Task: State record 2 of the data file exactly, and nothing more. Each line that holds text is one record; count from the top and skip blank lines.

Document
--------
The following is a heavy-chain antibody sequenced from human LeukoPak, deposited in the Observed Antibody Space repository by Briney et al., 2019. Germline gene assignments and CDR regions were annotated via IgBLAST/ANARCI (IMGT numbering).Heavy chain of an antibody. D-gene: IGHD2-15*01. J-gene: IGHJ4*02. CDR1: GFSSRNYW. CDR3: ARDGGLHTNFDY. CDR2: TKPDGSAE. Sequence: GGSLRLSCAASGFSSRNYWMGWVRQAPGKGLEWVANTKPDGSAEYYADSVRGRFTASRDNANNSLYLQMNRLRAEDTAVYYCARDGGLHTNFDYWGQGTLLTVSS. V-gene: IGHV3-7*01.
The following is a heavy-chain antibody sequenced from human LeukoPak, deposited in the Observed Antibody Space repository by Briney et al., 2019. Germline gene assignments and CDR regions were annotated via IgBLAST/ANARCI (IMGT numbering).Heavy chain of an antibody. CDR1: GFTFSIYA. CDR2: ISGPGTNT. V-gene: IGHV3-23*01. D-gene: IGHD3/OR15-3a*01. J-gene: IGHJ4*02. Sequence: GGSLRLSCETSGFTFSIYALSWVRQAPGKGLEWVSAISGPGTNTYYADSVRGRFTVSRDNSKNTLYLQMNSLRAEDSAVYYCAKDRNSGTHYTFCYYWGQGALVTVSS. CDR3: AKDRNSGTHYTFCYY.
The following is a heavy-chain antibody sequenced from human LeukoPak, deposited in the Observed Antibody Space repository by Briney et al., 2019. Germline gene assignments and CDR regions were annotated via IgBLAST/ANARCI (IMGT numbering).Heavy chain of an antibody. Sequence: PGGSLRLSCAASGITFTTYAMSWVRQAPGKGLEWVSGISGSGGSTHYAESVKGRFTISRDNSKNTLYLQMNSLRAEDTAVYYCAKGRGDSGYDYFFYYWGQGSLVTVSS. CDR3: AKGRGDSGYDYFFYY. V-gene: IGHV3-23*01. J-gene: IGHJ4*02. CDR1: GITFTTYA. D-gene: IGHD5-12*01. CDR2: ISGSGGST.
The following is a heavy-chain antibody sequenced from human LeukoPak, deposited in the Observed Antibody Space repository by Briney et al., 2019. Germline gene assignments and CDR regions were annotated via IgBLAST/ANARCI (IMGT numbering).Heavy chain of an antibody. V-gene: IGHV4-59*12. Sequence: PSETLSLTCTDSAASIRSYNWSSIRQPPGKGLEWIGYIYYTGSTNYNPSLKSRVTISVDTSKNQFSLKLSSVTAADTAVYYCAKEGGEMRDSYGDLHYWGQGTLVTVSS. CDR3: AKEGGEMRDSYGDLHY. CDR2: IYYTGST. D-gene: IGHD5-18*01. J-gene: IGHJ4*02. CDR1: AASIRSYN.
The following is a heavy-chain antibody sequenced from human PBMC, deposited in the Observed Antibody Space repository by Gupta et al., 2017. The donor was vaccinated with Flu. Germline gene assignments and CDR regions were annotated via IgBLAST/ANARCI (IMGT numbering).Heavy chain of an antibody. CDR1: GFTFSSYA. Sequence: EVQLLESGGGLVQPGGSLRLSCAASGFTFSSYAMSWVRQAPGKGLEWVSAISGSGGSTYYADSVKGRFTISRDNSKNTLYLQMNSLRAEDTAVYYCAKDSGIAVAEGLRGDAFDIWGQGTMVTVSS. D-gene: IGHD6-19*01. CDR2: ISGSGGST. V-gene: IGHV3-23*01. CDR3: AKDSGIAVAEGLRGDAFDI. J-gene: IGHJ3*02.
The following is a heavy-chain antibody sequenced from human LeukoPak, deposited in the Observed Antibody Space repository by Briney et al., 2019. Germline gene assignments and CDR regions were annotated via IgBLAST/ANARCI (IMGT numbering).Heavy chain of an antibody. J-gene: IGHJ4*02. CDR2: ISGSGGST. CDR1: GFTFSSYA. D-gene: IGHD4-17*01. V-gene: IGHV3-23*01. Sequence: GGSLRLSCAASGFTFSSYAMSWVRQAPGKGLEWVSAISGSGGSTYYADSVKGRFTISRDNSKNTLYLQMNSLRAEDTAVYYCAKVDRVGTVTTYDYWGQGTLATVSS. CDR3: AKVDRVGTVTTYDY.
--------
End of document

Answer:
The following is a heavy-chain antibody sequenced from human LeukoPak, deposited in the Observed Antibody Space repository by Briney et al., 2019. Germline gene assignments and CDR regions were annotated via IgBLAST/ANARCI (IMGT numbering).Heavy chain of an antibody. CDR1: GFTFSIYA. CDR2: ISGPGTNT. V-gene: IGHV3-23*01. D-gene: IGHD3/OR15-3a*01. J-gene: IGHJ4*02. Sequence: GGSLRLSCETSGFTFSIYALSWVRQAPGKGLEWVSAISGPGTNTYYADSVRGRFTVSRDNSKNTLYLQMNSLRAEDSAVYYCAKDRNSGTHYTFCYYWGQGALVTVSS. CDR3: AKDRNSGTHYTFCYY.